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Shoot: Savory Fried Chicken

Lesson 13 from: Story on a Plate: Food Photography & Styling

Todd Porter and Diane Cu

Shoot: Savory Fried Chicken

Lesson 13 from: Story on a Plate: Food Photography & Styling

Todd Porter and Diane Cu

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Lesson Info

13. Shoot: Savory Fried Chicken


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Day 1


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Lesson Info

Shoot: Savory Fried Chicken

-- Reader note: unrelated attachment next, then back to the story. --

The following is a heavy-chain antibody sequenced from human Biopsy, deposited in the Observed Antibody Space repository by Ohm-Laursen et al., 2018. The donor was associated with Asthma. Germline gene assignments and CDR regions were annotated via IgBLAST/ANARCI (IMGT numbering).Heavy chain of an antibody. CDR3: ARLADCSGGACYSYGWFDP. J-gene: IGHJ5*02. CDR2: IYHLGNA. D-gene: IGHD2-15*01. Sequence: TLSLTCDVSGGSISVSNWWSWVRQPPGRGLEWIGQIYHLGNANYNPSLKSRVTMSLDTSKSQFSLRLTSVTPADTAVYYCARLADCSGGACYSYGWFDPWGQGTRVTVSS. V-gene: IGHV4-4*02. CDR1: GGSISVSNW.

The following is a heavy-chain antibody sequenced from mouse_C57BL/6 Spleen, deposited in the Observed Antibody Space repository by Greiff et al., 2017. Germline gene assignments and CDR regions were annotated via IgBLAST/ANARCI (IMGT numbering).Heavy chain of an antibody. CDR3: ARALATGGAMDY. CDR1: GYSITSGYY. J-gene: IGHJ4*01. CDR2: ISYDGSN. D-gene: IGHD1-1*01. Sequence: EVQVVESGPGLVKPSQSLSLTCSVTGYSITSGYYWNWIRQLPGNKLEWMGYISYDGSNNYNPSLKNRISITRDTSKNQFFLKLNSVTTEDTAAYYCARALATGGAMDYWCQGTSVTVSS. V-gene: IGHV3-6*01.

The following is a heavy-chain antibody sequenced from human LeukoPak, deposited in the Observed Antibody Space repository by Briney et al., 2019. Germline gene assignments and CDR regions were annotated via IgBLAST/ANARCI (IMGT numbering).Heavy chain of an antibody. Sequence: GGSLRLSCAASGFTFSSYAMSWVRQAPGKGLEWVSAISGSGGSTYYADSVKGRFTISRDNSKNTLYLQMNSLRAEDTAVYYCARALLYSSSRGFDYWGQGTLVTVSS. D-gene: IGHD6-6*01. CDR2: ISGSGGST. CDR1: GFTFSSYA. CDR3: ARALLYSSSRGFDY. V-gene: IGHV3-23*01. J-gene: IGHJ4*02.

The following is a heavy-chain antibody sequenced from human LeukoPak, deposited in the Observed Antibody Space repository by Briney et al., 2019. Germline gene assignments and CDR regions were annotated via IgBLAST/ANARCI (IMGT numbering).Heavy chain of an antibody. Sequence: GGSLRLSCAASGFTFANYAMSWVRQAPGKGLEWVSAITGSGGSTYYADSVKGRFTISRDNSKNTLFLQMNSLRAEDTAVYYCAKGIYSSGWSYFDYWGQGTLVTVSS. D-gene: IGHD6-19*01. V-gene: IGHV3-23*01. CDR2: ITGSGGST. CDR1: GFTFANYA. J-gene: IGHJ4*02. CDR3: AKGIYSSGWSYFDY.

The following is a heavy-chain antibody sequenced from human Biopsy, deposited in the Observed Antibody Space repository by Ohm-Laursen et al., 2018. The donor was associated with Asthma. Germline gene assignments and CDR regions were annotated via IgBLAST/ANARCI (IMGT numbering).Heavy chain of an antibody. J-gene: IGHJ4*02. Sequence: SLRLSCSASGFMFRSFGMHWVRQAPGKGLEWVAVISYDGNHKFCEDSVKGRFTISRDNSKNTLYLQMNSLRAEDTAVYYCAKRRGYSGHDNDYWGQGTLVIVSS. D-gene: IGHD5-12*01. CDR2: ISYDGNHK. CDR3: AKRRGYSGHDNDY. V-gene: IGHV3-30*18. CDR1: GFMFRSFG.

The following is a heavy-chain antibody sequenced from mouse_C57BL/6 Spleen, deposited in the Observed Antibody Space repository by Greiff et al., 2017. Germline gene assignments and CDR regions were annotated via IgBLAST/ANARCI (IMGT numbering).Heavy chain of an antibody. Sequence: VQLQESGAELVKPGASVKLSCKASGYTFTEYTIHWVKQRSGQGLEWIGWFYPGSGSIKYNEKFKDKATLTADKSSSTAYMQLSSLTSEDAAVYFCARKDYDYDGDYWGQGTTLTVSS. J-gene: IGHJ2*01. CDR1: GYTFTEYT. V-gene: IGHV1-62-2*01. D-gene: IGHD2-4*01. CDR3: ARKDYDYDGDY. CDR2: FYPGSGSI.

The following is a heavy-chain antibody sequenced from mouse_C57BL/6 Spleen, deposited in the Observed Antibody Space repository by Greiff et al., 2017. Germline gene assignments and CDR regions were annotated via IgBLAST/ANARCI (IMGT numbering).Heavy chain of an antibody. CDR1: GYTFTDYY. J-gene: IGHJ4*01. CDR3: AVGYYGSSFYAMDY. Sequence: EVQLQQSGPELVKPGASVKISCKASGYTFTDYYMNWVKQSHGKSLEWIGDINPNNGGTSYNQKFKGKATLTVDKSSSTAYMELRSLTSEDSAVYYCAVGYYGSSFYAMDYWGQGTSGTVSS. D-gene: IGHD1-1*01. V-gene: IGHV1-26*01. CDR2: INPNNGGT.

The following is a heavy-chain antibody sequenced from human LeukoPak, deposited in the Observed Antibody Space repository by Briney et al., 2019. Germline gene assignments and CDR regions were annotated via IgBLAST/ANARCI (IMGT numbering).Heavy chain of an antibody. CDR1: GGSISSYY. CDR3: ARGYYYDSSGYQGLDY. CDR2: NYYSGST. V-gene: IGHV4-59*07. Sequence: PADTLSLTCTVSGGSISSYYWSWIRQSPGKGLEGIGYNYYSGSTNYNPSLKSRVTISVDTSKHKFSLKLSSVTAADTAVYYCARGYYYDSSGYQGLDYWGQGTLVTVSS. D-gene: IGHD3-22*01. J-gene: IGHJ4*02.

Maybe just a little bit more challenging in that we're gonna add well, challenging a little bit later but let's choose a we stay here, we're gonna do fried chicken next fried chicken brig awaiting the work up tio a very simple subject to something that is a little more challenging because it has glare now we're gonna work with shooting, lighting it's um, challenging dishes like meat and fried chicken and then in the food styling the next section we're gonna go into that more, but I've chosen oh, healthy can I have the fried chicken there? Thank you so much. So we're going to shoot fried chicken and you're the client, right? And you just said, I've gotten the best fried chicken and I want to make it look good, but when it comes to meet its dead like yes, I'm shooting something dead and essentially you are. So this is where when you're shooting dead subjects or meat or something that doesn't have a lot of texture. So we went from sheila shooting something really simple berries are so sim...